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» February 19, 2011
Digitized Decade 3: Flash Forward: February 19-21, 2001 was the occasion for one of the early FlashForward conferences in San Francisco, the fourth such event if my own decade-old article can be believed.
I took a number of photos at the event and published some of them at the time, but in the interests of the Digitized Decade project, here are a few people from the past.
People who made their big names in Director before Flash was around: independent developer Phillip Kerman, Macromedia stalwart John Dowdell, and Marvyn Hortman who ran an early Director file-sharing site.
Manuel Clement waits for a session to begin before moving on to big, big things.
Sam Wan give a talk back when he was still a college boy. Those monitors look so futuristic!
Flash is extending its tentacles into new platforms with the release of a player and development kit for the Pocket PC platform.
The Digitized Decade is a look back at the first year of our entry into consumer digital photography.
» February 9, 2011
Things That Go Hump In the Night: I suppose there's a perfectly good reason for the difference in terminology:
From an operational standpoint, speed humps and bumps have critically different impacts on vehicles. Within typical residential operational speed ranges, vehicles slow to about 20 mph (32 km/h) on streets with properly spaced speed humps. A speed bump, on the other hand, causes significant driver discomfort at typical residential operational speed ranges and generally results in vehicles slowing to 5 mph or less at each bump.But seriously, does this difference—unknown to the non-traffic-engineering layman—overcome the possibility of roadside carnage when said layman drives off of SW Cabot St. in Beaverton in a paroxysm of juvenile laughter? Or accidents caused when they go unnoticed because the signs have been kifed by guys unintentionally adding a little versimilitude to their bach pads?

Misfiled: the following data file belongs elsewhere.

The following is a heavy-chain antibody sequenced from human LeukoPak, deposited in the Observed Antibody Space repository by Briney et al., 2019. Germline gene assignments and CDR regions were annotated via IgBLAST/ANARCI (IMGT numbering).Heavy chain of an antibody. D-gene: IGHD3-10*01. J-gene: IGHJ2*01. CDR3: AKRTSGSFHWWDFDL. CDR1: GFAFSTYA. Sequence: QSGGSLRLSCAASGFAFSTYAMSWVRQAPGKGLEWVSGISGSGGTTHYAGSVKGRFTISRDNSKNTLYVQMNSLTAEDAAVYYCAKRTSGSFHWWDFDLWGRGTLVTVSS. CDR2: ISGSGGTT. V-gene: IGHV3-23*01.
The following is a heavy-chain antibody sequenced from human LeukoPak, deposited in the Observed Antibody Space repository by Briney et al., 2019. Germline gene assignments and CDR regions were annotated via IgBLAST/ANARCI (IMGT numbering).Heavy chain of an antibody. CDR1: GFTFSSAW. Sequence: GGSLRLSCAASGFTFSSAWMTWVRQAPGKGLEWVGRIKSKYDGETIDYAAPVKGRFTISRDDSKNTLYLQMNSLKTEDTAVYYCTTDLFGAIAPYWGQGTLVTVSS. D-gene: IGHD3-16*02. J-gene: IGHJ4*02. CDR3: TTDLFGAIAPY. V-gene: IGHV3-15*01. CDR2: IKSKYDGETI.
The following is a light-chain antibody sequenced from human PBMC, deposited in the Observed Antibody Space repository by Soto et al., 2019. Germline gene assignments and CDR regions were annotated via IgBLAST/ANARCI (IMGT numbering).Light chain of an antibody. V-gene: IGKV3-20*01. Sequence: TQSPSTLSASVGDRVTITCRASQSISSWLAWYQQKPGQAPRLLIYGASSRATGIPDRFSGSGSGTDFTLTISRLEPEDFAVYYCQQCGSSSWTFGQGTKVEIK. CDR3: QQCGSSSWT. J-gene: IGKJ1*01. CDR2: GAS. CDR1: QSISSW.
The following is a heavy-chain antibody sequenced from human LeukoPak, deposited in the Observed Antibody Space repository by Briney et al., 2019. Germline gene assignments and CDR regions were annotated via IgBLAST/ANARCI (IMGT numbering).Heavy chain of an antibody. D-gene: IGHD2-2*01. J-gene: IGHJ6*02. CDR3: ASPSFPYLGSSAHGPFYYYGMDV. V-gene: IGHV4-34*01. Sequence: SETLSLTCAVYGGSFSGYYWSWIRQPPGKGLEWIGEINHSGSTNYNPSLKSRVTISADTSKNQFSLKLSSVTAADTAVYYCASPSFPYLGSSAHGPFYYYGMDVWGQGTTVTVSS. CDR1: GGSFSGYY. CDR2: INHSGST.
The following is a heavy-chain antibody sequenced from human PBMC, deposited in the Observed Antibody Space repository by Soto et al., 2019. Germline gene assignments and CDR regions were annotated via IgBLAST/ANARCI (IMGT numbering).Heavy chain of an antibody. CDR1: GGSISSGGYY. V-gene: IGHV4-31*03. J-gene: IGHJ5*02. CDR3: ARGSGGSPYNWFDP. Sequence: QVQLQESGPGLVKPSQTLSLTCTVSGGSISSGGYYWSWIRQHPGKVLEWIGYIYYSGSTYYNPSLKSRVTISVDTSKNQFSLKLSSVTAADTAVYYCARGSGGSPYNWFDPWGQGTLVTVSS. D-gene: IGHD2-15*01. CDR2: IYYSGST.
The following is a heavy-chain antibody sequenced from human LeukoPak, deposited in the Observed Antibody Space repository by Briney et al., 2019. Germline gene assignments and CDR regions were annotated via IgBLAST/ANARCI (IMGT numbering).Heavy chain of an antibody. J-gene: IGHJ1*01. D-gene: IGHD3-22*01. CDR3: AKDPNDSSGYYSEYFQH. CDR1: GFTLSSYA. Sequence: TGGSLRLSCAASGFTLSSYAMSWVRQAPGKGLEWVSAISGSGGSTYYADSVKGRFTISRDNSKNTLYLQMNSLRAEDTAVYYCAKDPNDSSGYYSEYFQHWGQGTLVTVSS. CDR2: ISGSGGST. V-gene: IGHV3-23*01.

Paul Boehlke said about two or three months ago, some of the speed hump signs started disappearing one by one.When Barbara and I were in Ireland we saw huge signs for "RAMPS" in places where we didn't see any potential for boating. I suppose if you called something a "SPEED RAMP" here it would just be a challenge for some Evel Knievel-style daredevil.
And while he doesn't exactly know what happened to them, he does have a theory.
"Kids, you know i guess if i were a teenager, a speed hump sign might look pretty good in my bedroom, I don't know." said Boehlke.